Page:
Multivariable analysis confirmed that the risk of detectable HIV-RNA at delivery was increased by lack of cART, while higher CD4+ T-cell count at the beginning of pregnancy appeared to be protective; by contrast, age and calendar year did not appear to be associated with HIV-RNA at delivery (see Table 2). After excluding from the analysis the 9 patients who were not receiving any cART, we found that nationality was not independently associated with the risk of detectable HIV RNA close to term (RR = 0.91; p = 0.8). Also, in this model, results for the other variables did not change significantly. In particular, the protective role of CD4+ T-cell count at pregnancy was confirmed (risk ratio = 0.87 per 50 cells/mm3; p = 0.049).
Increasing numbers of HIV-infected women are becoming pregnant or are planning a pregnancy owing to the widespread use of cART and a decrease in HIV-related mortality and morbidity in developed countries . In our HIV cohort we included 154 pregnant women from January 1999 to July 2008. More than half of them were migrants (especially from Africa), reflecting the burden of immigration in Italy in recent years [6, 9]. Importantly, more than one quarter of the migrants were diagnosed with HIV at the time of pregnancy, underlining the fact that HIV would have been diagnosed before pregnancy if the screening policy were more extensively implemented, thus allowing cART to be initiated earlier, in line with current recommendations . Indeed, current Italian guidelines suggest treatment irrespective of CD4+ count in case of pregnancy. At the same time, this finding indicates that pregnancy offers a unique opportunity for HIV screening, especially in high-risk populations of migrant women.
Likewise, CD4+ T-cell counts at the first contact with our clinic were significantly lower among non-Italian women than Italians, reflecting more advanced stages of HIV infection and a later HIV diagnosis in the former. Furthermore, CD4+ T-cell counts at delivery were lower in the subset of non-Italian patients with available HIV RNA at delivery. It has already been demonstrated that lower CD4+ T-cell count at delivery is a risk factor for mother-to-child transmission of HIV . Once again, these considerations reinforce the need for earlier diagnosis and treatment of HIV infection, particularly in migrant women.
It is important to note that, in about one quarter (31/125) of the women who delivered, HIV RNA was not measured in the 30 days before delivery, making it impossible to identify the risk of transmission to the newborn, suggesting appropriate interventions (e.g., treatment change or intensification, therapeutic drug monitoring to confirm low adherence and/or poor drug bioavailability, modification of drug dosage or counselling to improve adherence). The Italian guidelines for antiretroviral therapy edited in 2005  suggested similar schedules of follow-up for pregnant women and for the other patients (every 2-3 months). The lack of HIV RNA determination close to term was due to the fact that 26/61 (42.6%) women had abortions and 3/61 were lost to follow-up. Furthermore, the lack of HIV RNA determination in the remaining 32/61 (52.5%) women was due to compliance with the previous guidelines, which suggested an infrequent schedule of monitoring rather than lack of patient adherence to the scheduled follow-up. Although none of the mothers transmitted the infection, such infrequent follow-up constituted a potential risk just because HIV RNA was not determined, so the risk was not identified and appropriately addressed. In view these considerations, the most recent Italian guidelines for antiretroviral treatment  has suggested that the follow-up of pregnant women should be stricter, at least in those who have started or modified cART during pregnancy. Moreover, further HIV RNA determinations are now recommended between the 34th and the 36th weeks of gestation . Our findings support these recommendations.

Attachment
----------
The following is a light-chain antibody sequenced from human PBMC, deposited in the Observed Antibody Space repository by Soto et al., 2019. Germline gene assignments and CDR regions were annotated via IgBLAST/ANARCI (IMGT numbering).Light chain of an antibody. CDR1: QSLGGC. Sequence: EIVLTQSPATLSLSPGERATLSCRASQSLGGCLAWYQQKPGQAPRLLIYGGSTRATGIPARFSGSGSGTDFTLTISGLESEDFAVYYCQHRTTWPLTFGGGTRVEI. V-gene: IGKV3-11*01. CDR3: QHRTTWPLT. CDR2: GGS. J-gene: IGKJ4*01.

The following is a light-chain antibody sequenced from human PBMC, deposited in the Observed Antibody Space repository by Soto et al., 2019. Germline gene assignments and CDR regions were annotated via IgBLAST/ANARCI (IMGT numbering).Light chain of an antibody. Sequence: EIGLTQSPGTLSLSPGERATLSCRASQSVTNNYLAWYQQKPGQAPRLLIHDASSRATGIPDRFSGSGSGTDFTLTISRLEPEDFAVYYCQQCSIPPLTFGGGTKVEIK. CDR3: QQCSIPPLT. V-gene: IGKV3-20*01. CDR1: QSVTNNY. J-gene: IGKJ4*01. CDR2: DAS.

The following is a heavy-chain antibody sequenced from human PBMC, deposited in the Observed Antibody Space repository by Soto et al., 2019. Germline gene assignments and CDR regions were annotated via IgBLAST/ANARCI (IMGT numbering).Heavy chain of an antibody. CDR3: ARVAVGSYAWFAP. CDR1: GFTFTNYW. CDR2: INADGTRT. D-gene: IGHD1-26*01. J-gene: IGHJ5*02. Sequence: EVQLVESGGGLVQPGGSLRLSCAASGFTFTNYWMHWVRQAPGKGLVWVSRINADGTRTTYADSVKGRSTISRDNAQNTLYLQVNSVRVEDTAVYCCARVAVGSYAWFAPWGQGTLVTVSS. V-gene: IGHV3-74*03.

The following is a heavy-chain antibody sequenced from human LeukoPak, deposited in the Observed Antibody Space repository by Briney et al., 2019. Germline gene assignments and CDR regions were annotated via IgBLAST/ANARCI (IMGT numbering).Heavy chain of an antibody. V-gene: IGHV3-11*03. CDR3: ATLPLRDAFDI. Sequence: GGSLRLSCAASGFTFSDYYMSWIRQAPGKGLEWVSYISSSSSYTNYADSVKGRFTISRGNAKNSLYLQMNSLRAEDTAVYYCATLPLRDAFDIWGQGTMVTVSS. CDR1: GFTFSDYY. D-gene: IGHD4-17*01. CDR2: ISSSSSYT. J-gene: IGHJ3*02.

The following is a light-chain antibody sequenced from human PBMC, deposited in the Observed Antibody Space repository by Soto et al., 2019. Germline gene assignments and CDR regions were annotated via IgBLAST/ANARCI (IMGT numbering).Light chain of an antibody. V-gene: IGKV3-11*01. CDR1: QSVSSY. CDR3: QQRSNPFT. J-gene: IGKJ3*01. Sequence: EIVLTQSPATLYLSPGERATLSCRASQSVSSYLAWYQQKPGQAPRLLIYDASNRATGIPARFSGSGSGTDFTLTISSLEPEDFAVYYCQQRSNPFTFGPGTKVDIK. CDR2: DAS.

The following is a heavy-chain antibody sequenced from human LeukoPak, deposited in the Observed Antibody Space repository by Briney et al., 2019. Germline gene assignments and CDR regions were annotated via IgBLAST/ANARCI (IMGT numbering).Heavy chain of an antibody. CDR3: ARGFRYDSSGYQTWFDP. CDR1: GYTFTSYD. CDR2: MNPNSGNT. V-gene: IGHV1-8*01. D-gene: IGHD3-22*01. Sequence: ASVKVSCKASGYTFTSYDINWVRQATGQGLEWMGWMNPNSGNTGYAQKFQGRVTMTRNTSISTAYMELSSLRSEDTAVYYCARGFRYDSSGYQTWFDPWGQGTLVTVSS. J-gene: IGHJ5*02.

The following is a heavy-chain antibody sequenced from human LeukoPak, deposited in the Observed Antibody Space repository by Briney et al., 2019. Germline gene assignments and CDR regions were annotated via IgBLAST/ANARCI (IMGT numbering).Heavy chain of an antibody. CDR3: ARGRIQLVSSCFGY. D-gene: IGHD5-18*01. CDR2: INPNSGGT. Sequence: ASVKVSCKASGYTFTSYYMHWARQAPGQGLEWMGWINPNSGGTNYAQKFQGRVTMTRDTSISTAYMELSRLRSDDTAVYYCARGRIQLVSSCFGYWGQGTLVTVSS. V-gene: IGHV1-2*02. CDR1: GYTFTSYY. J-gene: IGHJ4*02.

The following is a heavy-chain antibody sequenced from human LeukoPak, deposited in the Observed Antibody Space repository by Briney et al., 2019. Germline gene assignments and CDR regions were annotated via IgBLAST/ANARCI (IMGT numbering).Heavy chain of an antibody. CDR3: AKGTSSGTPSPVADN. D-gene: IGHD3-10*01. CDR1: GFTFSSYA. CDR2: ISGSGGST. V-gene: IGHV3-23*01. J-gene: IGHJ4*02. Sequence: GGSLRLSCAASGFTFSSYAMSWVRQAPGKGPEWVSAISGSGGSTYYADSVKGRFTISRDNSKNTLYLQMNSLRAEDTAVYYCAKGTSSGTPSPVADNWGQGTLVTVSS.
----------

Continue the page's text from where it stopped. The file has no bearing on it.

In 25/93 (26.9%) women in whom HIV RNA was tested close to term, detectable HIV RNA values were found. Percentages of detectable HIV RNA at delivery were even greater in previous studies [4, 5], highlighting the importance of studies on risk factors for detectable HIV RNA at delivery to optimize the clinical management of HIV in pregnant women.